Citizen inspections and mass occupations disrupt war preparations
European resistance to U.S. militarism has escalated to a scale unseen since twenty years ago at the height of the Cold War and Euromissile deployments. In addition to massive legal protests in major cities, hundreds are protesting in small towns and villages and at known U.S. military outposts.
Shannon Airport in Ireland is a major refueling stop on transatlantic military routes. Mary Kelly left a large anti-war rally at the departure lounge August 17 and, after a cup of tea at the hotel across the street, made her way over the fence and onto the runway with her NO U.S. BOMBERS placard. Once police had chased her down, she did not go quietly back through the terminal, but shouted out about the illegal U.S. bombers. At the station, she found police to be generally sympathetic to the cause, and was released without charges.
On September 4, Eoin Dubsky entered the base and painted peace slogans on a KC-130 Hercules bomber. He was charged with criminal damage and released on orders to stay away from the airport. Dubsky will be in court November 14. Following a demonstration by hundreds on October 12, 150' of fence was felled by some gentle shaking. Surprised demonstrators flowed peacefully onto the grassy margins of the runway. Police worked against the tide, arresting ten people who did not eventually move back outside the airport. They were released and go to court on November 11. For more information, visit refuelingpeace.org.
In England, the Berkshire CIA (Citizen's Inspection Agency) sent a team to RAF Welford on August 24. Four inspectors were refused at the gate when they arrived to check for weapons of mass or indiscriminate destruction and Iraq war stockpiling at the joint U.S.-U.K. weapons store. Anticipating non-cooperation, three other inspectors climbed the fence and searched buildings until stopped by police. No charges were filed, even after one inspector reentered and hung a NO WAR banner from a radio tower.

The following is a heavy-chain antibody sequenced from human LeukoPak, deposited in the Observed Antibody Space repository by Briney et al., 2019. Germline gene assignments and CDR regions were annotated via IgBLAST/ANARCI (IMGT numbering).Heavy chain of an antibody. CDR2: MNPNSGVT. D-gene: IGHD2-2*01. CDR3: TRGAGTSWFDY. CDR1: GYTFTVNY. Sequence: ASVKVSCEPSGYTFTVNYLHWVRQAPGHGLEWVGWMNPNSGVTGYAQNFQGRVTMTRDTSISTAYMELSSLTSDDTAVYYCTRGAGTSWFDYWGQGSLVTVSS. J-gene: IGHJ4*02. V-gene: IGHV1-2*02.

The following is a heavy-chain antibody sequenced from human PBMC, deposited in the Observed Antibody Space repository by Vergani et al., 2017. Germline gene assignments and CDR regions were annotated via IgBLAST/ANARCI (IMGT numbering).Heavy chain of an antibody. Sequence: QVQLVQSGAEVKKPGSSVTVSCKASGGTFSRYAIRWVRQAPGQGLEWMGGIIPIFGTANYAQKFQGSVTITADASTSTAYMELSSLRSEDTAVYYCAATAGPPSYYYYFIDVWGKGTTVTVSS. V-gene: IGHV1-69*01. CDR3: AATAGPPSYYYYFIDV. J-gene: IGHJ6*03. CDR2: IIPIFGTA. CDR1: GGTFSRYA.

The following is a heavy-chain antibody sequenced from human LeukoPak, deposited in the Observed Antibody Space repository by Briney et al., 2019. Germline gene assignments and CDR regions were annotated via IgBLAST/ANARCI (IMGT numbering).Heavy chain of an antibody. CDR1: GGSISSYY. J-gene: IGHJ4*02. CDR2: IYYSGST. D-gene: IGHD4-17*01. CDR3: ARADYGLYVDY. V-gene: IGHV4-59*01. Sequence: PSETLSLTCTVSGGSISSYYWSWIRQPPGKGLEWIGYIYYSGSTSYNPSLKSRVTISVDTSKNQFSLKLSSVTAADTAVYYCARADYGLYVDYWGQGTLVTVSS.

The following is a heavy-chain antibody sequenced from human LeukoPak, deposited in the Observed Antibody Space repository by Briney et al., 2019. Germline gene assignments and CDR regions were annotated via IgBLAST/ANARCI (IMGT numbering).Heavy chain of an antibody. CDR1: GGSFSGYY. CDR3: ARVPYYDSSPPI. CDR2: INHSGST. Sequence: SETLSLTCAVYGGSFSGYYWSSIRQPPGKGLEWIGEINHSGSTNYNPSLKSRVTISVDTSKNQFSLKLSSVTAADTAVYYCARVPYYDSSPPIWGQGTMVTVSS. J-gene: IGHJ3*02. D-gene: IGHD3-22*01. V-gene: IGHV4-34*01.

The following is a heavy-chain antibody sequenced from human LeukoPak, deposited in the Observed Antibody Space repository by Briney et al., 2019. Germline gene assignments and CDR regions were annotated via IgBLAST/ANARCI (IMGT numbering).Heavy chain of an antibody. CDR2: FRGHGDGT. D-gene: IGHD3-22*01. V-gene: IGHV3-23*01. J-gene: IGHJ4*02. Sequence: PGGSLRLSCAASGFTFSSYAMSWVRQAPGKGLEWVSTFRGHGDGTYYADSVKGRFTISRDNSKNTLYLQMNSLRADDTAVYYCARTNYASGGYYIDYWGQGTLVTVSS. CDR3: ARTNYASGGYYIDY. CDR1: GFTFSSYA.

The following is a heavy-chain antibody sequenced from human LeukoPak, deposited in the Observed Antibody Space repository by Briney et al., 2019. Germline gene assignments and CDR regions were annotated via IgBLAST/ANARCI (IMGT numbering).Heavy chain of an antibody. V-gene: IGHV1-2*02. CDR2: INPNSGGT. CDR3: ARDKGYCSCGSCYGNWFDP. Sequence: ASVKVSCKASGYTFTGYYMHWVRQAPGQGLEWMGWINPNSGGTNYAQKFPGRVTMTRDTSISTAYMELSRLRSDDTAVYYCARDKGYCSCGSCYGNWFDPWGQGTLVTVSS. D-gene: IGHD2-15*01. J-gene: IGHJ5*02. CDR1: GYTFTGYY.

A day-long peace rally of 160 people at RAF Lakenheath October 6 saw nine people entering the base, three by cutting the fence and six by climbing. The first of the climbers, Southampton law lecturer Juliette McBride, scaled a water tower inside and unfurled a banner - LAW NOT NUKES - from the top. Prosecutions are pending. For more information, visit www.lakenheathaction.org.
Following a mandate from 25 concerned U.S. peace activists, an international group of European Citizens' Weapons Inspectors were commissioned to enter Marchwood Military Port October 20 and assess the risk of any deployment of war material that may be used for war against Iraq. Per Herngren (Sweden), Susan van der Hijden (Netherlands) and Les Gibbons (UK) were denied entrance but invited to return in two days for a select tour by the "officer in charge." The inspectors were not prepared to "negotiate the chosen day of inspection." Determined to "inspect anyway," they were arrested making the necessary entry into the base by cutting through the fence. The trio was held past midnight. Only van der Hijden was charged; she pled guilty to criminal damage.
At police stations across Belgium on September 7, about 1,000 Belgians, including members of Parliament and local council members, filed formal complaints against the illegal storage of nuclear weapons in their country. The unprecedented event was prelude to the October 5 "bomspotting" citizens inspection of U.S. nuclear weapons deployed at the Kleine Brogel Air Base. More than 2,000 people attended the annual protest outside the base, and police arrested 1,117 who entered the base from points all around the perimeter. The protesters were all released later in the day. For more information, visit www.bomspotting.be.